Variations in gravel bed composition of small streams in the Oregon Coast Range Public Deposited

http://ir.library.oregonstate.edu/concern/graduate_thesis_or_dissertations/fq977z25n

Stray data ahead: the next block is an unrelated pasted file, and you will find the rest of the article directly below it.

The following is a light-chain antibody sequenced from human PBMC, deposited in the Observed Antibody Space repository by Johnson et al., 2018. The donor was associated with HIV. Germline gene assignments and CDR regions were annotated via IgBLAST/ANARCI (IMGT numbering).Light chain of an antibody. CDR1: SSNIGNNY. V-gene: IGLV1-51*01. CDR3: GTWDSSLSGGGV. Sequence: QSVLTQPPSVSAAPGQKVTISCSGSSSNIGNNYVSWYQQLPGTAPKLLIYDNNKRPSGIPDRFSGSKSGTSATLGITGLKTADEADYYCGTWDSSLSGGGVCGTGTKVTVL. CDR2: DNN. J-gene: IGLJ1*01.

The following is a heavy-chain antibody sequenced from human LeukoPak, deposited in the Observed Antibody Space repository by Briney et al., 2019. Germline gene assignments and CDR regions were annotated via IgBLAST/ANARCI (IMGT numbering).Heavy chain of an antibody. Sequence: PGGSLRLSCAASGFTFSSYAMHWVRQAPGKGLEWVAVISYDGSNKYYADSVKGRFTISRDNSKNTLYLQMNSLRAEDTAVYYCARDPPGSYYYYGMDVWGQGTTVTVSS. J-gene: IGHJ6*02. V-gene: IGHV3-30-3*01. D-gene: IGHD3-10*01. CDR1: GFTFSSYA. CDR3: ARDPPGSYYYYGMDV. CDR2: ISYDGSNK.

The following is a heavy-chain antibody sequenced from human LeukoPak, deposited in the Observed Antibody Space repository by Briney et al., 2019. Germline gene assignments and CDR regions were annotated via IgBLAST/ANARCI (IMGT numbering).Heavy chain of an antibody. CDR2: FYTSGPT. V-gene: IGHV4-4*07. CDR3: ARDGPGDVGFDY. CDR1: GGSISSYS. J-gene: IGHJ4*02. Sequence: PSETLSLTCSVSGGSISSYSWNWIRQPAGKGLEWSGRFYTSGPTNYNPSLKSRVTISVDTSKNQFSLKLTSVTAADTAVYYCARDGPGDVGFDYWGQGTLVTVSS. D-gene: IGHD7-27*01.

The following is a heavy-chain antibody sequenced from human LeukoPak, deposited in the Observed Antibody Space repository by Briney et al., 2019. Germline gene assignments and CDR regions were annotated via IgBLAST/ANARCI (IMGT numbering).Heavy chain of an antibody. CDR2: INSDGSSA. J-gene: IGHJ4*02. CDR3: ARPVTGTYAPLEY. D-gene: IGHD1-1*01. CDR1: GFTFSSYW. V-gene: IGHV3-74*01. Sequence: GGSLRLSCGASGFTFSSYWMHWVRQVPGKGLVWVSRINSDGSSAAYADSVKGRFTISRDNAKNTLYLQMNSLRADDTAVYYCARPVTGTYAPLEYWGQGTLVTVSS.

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  • A study of the temporal and spatial variability of stream gravel bed composition and the factors affecting the amount of fine sediment within the bed was conducted in the streams of the Oregon Coast Range. Streambed samples were obtained by frozen core techniques and the amount of sediment smaller than 1.0 mm in diameter was expressed as a percentage by weight of the total sample. The amount of fine sediment in stream gravel beds was found to be highly variable in time and space. Temporal variability in percent fines was caused by flushing of fines from the gravel beds during high streamfiow events. This flushing of fine sediment seemed to occur randomly during winter freshets. Seven of 13 total streambed sample locations on five small streams showed trends of decreasing amounts of fine sediment during the winter high streamflow season. The percent fines within the stream bed was also found to display large variation (a) between streams, (b) between locations in the same stream, and (c) between locations in the same riff 1. Bed samples were collected on 21 watersheds in the Coast Range during the summer of 1978. The amount of fine sediment averaged 19.4% and ranged from 10.6% to 29.4%. Comparisons between locations on the same stream showed bed composition to be highly variable. Approximately 75% of the bed composition comparisons were significantly different at the 95% confidence level. One gravel bed was sampled on a 1.2 by 1.2 m grid design and significant (95% confidence level) changes in percent fines were found to exist both perpendicular and parallel to the stréamflow in this small area of the stream. Regression analysis on the samples collected on the 21 streams indicated that the amount of fine sediment in the bed is influenced by the slope, area, relief, and land use characteristics of the watershed. Within a single stream, however, regression analysis indicated that gravel bed composition was dependent on sinuosity and ankful1 stage. These two variables suggest that the intrusion of fines into the stream bed is influenced locally by hydraulic conditions within the channel. Regression analysis and field observations suggest that the amount of fine sediment in stream gravel beds might be increased by road construction and logging operations. However, increases in levels of bed fines after disturbance should be temporary due to the flushing of fines with high flows.
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